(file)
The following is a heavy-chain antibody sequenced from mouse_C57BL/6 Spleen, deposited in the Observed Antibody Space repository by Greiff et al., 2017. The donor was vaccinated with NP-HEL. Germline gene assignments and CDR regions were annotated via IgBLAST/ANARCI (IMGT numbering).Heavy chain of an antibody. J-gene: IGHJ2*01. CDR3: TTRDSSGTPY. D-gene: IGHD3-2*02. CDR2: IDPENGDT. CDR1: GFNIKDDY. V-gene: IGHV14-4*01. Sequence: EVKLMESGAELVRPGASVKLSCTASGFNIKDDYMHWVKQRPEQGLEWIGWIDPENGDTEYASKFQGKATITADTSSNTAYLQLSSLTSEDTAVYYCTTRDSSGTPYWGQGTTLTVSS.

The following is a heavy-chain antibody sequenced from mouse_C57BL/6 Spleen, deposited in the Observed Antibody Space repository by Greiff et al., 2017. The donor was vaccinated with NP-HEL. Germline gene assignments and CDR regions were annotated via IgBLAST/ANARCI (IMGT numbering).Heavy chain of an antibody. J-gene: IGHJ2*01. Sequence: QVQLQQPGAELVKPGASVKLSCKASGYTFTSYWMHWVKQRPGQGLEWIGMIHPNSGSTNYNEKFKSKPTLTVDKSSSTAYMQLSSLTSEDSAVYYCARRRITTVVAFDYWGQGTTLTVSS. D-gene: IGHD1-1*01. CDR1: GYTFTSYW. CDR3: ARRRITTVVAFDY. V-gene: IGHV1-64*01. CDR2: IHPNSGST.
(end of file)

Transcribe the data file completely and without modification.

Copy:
The following is a heavy-chain antibody sequenced from mouse_C57BL/6 Spleen, deposited in the Observed Antibody Space repository by Greiff et al., 2017. The donor was vaccinated with NP-HEL. Germline gene assignments and CDR regions were annotated via IgBLAST/ANARCI (IMGT numbering).Heavy chain of an antibody. J-gene: IGHJ2*01. CDR3: TTRDSSGTPY. D-gene: IGHD3-2*02. CDR2: IDPENGDT. CDR1: GFNIKDDY. V-gene: IGHV14-4*01. Sequence: EVKLMESGAELVRPGASVKLSCTASGFNIKDDYMHWVKQRPEQGLEWIGWIDPENGDTEYASKFQGKATITADTSSNTAYLQLSSLTSEDTAVYYCTTRDSSGTPYWGQGTTLTVSS.

The following is a heavy-chain antibody sequenced from mouse_C57BL/6 Spleen, deposited in the Observed Antibody Space repository by Greiff et al., 2017. The donor was vaccinated with NP-HEL. Germline gene assignments and CDR regions were annotated via IgBLAST/ANARCI (IMGT numbering).Heavy chain of an antibody. J-gene: IGHJ2*01. Sequence: QVQLQQPGAELVKPGASVKLSCKASGYTFTSYWMHWVKQRPGQGLEWIGMIHPNSGSTNYNEKFKSKPTLTVDKSSSTAYMQLSSLTSEDSAVYYCARRRITTVVAFDYWGQGTTLTVSS. D-gene: IGHD1-1*01. CDR1: GYTFTSYW. CDR3: ARRRITTVVAFDY. V-gene: IGHV1-64*01. CDR2: IHPNSGST.